The plan seems to indicate weight in the keel, which is where you will need it. I suggest you put the model in your bath add the steel and see how the model floats. All the keel and an inch or so of the hull should be submerged with the weight battery and servos resting in the hull. Add or remove weight to get about right. I would cut a slot in the keel to add the weight as low as possible. The plan seems to suggest this. Seal temporarily and recheck for correct waterline. You could use cling film to seal whilst checking. When happy make good the keel and fit the servos etc and check again before fixing the deck.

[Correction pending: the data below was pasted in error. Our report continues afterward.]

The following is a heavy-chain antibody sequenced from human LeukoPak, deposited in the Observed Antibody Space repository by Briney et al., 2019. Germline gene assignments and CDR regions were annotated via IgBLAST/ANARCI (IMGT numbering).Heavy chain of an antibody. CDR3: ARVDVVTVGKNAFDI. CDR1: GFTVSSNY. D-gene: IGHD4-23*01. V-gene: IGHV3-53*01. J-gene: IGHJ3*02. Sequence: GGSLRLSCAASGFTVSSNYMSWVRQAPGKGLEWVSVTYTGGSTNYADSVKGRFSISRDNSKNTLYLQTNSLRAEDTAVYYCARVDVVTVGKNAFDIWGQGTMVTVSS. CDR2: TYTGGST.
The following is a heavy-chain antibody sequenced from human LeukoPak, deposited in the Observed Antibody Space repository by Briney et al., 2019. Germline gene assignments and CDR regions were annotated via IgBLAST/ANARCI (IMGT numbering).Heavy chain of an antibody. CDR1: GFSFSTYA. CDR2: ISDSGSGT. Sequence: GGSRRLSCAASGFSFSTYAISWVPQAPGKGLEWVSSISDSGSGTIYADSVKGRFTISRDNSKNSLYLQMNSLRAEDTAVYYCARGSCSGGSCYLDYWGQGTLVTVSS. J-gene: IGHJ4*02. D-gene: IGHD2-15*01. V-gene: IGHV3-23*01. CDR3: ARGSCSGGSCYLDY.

The Sea Commander and others from the 1960s all seem to lack any real waterline. Primarily they were designed to race round the sailing waters whilst runing a IC engine and were not normally static the water unlike today. We have several in our club and I have attached a few pics. The Tarpon was a similar model and the waterline is shown on the example. Two shots of my Sea Queen at rest and at low speed. The propshaft adjustment from the original design is minimal, really just lowering the angle to allow the motor to sit lower whilst allowing the prop to clear the hull. On all my models I fit the shaft in a slot in the keel and make good with Car Body filler (Plastic Padding). This avoids the possibility of twisting or bending the shaft when fitting in a tight slot. Merry Christmas and I hope Santa brings you all you desire.